Useful travel items: polarised sunglasses

If there’s one travel item that’s genuinely changed my entire life, it’s the discovery of polarised sunglasses – and specifically that you can get them with prescriptions.

I’ve worn glasses since I was too young to remember, when I was about two and couldn’t see the boats on the sea from the Square & Compass at Worth Matravers. But because I grew up in a family of people with perfectly fine vision, I was never taught that prescription eyewear was a thing. I was well into my twenties before I discovered prescription swimming goggles. I did have prescription sunglasses as a teenager. But they were just normal glasses with a brown tint to them that did absolutely nothing to block out the sun and I didn’t wear them.

I bought my first pair of polarised sunglasses in Zermatt during my year abroad. I don’t remember why. I remember what a revelation they were.

Me in my first polarised sunglasses
So pleased with them that I wore them in the dark.

Since then, I’ve had a couple of pairs of prescription polarised ones. My current ones are actually slightly green-tinted although it’s so subtle I tend to forget about it. I wear them all the time. I wear them on planes. I wear them in winter. If I leave the house, I’m taking them with me. If I’m outside before sundown, I’m almost certainly wearing them.

Why? Because they’re so brilliant. I’m not entirely sure how polarisation works – something to do with filtering, a bit like venetian blinds. Yes, they do interfere with certain screens. I assume the polarising filters match the refresh rate on my camera’s screen which means all I can see through them is black if I have the camera in landscape mode, although it reappears if I turn it portrait. My old phone didn’t display properly in portrait mode. But that’s a small enough problem, I just take all my photos peeking over the top of the sunglasses.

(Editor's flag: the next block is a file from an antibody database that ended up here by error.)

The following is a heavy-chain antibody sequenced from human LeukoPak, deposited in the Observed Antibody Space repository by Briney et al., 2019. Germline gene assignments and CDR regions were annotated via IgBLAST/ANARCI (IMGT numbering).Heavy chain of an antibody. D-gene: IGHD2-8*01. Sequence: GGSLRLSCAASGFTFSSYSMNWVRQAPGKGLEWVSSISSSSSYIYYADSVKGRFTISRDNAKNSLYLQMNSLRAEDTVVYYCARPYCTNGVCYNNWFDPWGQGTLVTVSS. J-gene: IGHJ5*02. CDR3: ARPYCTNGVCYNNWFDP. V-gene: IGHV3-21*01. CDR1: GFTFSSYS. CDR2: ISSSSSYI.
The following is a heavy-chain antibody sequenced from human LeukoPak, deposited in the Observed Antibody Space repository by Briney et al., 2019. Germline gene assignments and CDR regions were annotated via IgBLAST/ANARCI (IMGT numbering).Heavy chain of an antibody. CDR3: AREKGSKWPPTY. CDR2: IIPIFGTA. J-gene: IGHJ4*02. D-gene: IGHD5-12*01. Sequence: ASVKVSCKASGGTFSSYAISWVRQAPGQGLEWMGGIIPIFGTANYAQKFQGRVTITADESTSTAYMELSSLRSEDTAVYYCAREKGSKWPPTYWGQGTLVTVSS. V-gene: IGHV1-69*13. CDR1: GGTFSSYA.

I occasionally watch Molly Burke‘s videos – she’s a blind YouTuber and recently she did a video about why blind people might wear sunglasses and that video introduced me to the word “photophobic” which is not a phobia as in emetophobia but ” an experience of discomfort or pain to the eyes due to light exposure”. That sounds familiar – I’ve always just said “I’m a vampire” but apparently there’s a word for the reason I wear the sunglasses year-round.

Polarising sunglasses are just so good. They’re more expensive than the fashion ones you buy in Primark or the ones my dad keeps buying in M&S because he always sits on them and breaks them after a week or two but they’re a revelation, they’re a game-changer, they’re every kind of brilliant.

Me in my current polarised sunglasses